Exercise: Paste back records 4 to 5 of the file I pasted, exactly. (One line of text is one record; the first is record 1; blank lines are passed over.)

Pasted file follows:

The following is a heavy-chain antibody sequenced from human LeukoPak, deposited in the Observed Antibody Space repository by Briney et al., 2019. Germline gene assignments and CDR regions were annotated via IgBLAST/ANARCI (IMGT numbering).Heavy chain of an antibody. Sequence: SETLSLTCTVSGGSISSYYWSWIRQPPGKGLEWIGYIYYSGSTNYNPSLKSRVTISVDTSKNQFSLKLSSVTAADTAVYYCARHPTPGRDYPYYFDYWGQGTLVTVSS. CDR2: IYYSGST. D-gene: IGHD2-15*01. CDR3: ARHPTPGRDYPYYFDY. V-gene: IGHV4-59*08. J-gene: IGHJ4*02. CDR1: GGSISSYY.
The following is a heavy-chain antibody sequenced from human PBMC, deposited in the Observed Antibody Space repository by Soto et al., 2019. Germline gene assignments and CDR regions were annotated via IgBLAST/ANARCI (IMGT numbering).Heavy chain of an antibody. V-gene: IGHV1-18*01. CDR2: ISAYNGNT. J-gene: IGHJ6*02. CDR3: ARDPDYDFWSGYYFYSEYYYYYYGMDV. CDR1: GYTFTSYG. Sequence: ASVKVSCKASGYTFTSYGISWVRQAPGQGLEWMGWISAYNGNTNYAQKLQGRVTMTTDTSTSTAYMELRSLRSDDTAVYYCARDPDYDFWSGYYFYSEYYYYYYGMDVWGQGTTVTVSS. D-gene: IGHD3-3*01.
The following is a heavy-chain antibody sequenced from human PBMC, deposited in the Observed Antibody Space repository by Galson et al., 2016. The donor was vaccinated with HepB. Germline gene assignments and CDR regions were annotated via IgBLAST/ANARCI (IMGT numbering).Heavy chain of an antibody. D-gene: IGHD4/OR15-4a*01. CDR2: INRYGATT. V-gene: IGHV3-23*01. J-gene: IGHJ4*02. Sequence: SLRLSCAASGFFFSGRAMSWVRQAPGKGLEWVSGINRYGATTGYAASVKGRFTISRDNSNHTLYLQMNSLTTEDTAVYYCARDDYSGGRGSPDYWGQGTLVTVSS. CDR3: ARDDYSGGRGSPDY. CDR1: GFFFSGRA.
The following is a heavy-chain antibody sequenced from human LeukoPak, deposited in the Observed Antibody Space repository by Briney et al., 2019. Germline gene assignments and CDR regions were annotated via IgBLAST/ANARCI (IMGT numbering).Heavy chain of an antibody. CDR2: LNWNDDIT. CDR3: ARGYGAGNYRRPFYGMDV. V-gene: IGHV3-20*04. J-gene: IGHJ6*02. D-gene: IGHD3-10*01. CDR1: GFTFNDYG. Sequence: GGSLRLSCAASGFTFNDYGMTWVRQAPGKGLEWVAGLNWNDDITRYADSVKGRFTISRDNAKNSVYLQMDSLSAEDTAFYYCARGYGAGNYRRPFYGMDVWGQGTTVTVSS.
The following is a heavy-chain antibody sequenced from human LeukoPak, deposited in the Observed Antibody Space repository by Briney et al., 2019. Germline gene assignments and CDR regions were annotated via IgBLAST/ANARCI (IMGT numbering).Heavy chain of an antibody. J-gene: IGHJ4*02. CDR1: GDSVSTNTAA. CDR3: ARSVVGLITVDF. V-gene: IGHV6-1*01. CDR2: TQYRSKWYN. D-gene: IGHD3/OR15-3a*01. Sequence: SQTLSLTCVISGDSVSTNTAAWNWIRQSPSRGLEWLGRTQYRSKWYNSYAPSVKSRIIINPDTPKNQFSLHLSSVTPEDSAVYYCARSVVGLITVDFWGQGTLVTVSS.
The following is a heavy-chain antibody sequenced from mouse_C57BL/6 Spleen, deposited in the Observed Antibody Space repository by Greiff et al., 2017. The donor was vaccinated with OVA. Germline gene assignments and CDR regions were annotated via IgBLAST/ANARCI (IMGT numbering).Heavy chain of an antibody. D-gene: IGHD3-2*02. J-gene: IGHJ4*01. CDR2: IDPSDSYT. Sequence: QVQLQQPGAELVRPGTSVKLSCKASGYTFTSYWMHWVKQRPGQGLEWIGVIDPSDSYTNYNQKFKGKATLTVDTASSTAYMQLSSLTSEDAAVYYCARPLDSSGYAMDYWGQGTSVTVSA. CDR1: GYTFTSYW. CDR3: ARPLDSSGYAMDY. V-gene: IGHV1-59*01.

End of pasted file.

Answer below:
The following is a heavy-chain antibody sequenced from human LeukoPak, deposited in the Observed Antibody Space repository by Briney et al., 2019. Germline gene assignments and CDR regions were annotated via IgBLAST/ANARCI (IMGT numbering).Heavy chain of an antibody. CDR2: LNWNDDIT. CDR3: ARGYGAGNYRRPFYGMDV. V-gene: IGHV3-20*04. J-gene: IGHJ6*02. D-gene: IGHD3-10*01. CDR1: GFTFNDYG. Sequence: GGSLRLSCAASGFTFNDYGMTWVRQAPGKGLEWVAGLNWNDDITRYADSVKGRFTISRDNAKNSVYLQMDSLSAEDTAFYYCARGYGAGNYRRPFYGMDVWGQGTTVTVSS.
The following is a heavy-chain antibody sequenced from human LeukoPak, deposited in the Observed Antibody Space repository by Briney et al., 2019. Germline gene assignments and CDR regions were annotated via IgBLAST/ANARCI (IMGT numbering).Heavy chain of an antibody. J-gene: IGHJ4*02. CDR1: GDSVSTNTAA. CDR3: ARSVVGLITVDF. V-gene: IGHV6-1*01. CDR2: TQYRSKWYN. D-gene: IGHD3/OR15-3a*01. Sequence: SQTLSLTCVISGDSVSTNTAAWNWIRQSPSRGLEWLGRTQYRSKWYNSYAPSVKSRIIINPDTPKNQFSLHLSSVTPEDSAVYYCARSVVGLITVDFWGQGTLVTVSS.